Best of luck to all of you.
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Old 02-27-2014, 08:59 AM
  #182  
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I flew mine with a .15 on top of wings for years. It is more than enough to put this airplane out of sight.
While flying I lost sight of mine, fortunately others guys in the field saw it and I was able to recover it.
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Old 08-11-2014, 09:37 PM
  #183  
eosglider
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Default My e-BOT Conversion report

Happy to say I finally got around to doing this and love how it came out. Flies so nice, plenty of power. Will post pics of the result as soon as I can.

Equipment used for conversion:
Motor: Turnigy GliderDrive SK3 3858 - 4.6 - 840kv - It's an encased outrunner so no need to worry about leaving space for motor cables besides the motor.
ESC: Turnigy Plush 60
Battery: Zippy Compact 4000mAh 3s LiPo
Spoilers: Cheap plastic pop-up brakes from HK (DO NOT USE THESE! See my note below)
Spoilers actuated by: In-wing HXT900 servos on each side.
Spinner: Used only the collet, yoke and 38mm spinner from the E-Flite Mystique 2.9m glider prop kit. Love the fact it's vented at the tip
Prop: 14x6 Aeronaut CAM folding blades from Esprit
Elevator setup: Used hacked cross servo arm as DIY Bellcrank setup instead of servo in rear.
Fuse reinforcement: Used spray foam insulation to stiffen up the soft fiberglass on rear of the fuse.

What I did to mount the motor:
- I removed BB's in the nose by enlarging the small hole already present and using a punch and hammer to chip away at them slowly.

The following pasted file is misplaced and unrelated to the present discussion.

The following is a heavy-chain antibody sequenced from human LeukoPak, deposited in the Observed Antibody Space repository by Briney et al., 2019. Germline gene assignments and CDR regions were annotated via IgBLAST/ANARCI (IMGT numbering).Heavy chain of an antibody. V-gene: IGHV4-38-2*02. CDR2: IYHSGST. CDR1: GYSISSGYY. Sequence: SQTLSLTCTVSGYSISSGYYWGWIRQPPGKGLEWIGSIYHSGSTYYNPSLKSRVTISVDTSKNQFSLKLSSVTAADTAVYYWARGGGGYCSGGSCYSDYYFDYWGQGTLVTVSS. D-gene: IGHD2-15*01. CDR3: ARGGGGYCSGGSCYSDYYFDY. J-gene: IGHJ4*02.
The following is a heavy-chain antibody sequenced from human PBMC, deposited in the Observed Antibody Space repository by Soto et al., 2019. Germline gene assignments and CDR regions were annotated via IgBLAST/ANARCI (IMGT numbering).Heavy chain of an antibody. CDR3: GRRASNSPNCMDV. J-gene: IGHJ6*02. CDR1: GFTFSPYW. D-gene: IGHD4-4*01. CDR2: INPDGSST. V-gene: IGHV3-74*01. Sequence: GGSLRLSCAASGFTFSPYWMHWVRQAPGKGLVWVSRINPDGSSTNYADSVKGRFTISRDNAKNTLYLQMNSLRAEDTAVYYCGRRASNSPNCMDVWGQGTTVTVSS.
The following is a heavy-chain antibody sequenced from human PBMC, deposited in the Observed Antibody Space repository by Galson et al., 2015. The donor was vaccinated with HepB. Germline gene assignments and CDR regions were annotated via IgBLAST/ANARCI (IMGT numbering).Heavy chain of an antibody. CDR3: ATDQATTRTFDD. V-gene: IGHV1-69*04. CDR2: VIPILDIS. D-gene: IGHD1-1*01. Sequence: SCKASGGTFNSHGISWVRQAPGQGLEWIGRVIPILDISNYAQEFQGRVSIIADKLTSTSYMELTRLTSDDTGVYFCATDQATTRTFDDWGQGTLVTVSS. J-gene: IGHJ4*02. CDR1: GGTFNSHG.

- Once all BB's were out, I used a small dremel tool sanding drum through the canopy and through a larger opening I created in the nose and cleaned up obvious imperfections left by the epoxy BB block. Not to detailed, just rough.
- Cut out two 40mm round pieces of 1/16" ply and gorilla glued them together then soaked them in CA to use as a firewall.
- Made the proper motor mounting and a few venting holes and used the middle hole for the motor shaft to mount a 1/4 #20 bolt, 2 washers, and nut so I can eventually use it as a handle to stretch the fuse into being round instead of oval using the firewall. Just like SuperCubMan suggested.
- Sanded a slightly beveled edge on the firewall so it can conform to the inside of the fuse.
- Determined thrust line and roughly calculated what 3 to 5 degrees down and right should be for firewall mounting purposes.
- Pulled firewall into place making the fuse as round as possible while test fitting the motor several times checking for clearance, sanding, checking, pulling, measuring, etc. Nothing too precise, just eyeballing basically.
- Once happy with fit, used epoxy carefully as to not clog up the motor mounting surface and glued firewall into determined location. Roughly eyeballing the pre-determined position from previous step. Let it dry.
- Test fit the motor and sanded down the excess fiberglass fuse left in front of the firewall while test fitting the spinner combo for best fit.
- Once happy, bolted motor down, put ESC under canopy tray, connected esc to back of motor pins, and finished it up.
- I still needed a small bundle of bb's in a plastic baggie at the nose to balance it out believe it or not, even with that huge 4000mAh battery all the way to the front almost touching the back of the motor. Maybe because I reinforced the soft fuse boom in the back with some insulation spray foam (Blue cap one).